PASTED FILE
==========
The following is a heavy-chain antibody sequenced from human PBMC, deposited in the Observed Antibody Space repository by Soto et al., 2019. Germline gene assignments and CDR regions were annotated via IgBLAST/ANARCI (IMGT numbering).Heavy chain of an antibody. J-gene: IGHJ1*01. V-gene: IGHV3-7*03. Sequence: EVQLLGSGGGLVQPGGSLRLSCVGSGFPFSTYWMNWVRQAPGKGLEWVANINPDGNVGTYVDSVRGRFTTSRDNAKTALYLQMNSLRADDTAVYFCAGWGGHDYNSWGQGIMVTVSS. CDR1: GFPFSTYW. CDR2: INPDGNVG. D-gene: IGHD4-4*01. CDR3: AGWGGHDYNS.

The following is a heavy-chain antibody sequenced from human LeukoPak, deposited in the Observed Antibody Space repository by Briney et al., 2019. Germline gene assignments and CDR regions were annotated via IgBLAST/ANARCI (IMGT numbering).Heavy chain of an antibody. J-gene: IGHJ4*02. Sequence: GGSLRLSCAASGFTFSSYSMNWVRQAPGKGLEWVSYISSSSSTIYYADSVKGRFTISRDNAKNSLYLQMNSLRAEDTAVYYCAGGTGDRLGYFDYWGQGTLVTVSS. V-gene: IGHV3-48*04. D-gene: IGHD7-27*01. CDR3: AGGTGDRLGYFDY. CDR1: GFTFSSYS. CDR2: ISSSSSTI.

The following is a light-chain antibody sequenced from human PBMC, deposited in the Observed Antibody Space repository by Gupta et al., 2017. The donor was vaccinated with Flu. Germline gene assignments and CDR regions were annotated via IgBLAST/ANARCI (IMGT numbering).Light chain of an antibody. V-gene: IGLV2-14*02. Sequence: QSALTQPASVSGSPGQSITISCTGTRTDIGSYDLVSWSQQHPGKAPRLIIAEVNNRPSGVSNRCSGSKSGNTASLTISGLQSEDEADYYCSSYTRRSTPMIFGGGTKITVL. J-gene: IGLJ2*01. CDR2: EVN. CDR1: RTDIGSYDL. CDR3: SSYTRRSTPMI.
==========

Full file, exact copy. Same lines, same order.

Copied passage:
The following is a heavy-chain antibody sequenced from human PBMC, deposited in the Observed Antibody Space repository by Soto et al., 2019. Germline gene assignments and CDR regions were annotated via IgBLAST/ANARCI (IMGT numbering).Heavy chain of an antibody. J-gene: IGHJ1*01. V-gene: IGHV3-7*03. Sequence: EVQLLGSGGGLVQPGGSLRLSCVGSGFPFSTYWMNWVRQAPGKGLEWVANINPDGNVGTYVDSVRGRFTTSRDNAKTALYLQMNSLRADDTAVYFCAGWGGHDYNSWGQGIMVTVSS. CDR1: GFPFSTYW. CDR2: INPDGNVG. D-gene: IGHD4-4*01. CDR3: AGWGGHDYNS.

The following is a heavy-chain antibody sequenced from human LeukoPak, deposited in the Observed Antibody Space repository by Briney et al., 2019. Germline gene assignments and CDR regions were annotated via IgBLAST/ANARCI (IMGT numbering).Heavy chain of an antibody. J-gene: IGHJ4*02. Sequence: GGSLRLSCAASGFTFSSYSMNWVRQAPGKGLEWVSYISSSSSTIYYADSVKGRFTISRDNAKNSLYLQMNSLRAEDTAVYYCAGGTGDRLGYFDYWGQGTLVTVSS. V-gene: IGHV3-48*04. D-gene: IGHD7-27*01. CDR3: AGGTGDRLGYFDY. CDR1: GFTFSSYS. CDR2: ISSSSSTI.

The following is a light-chain antibody sequenced from human PBMC, deposited in the Observed Antibody Space repository by Gupta et al., 2017. The donor was vaccinated with Flu. Germline gene assignments and CDR regions were annotated via IgBLAST/ANARCI (IMGT numbering).Light chain of an antibody. V-gene: IGLV2-14*02. Sequence: QSALTQPASVSGSPGQSITISCTGTRTDIGSYDLVSWSQQHPGKAPRLIIAEVNNRPSGVSNRCSGSKSGNTASLTISGLQSEDEADYYCSSYTRRSTPMIFGGGTKITVL. J-gene: IGLJ2*01. CDR2: EVN. CDR1: RTDIGSYDL. CDR3: SSYTRRSTPMI.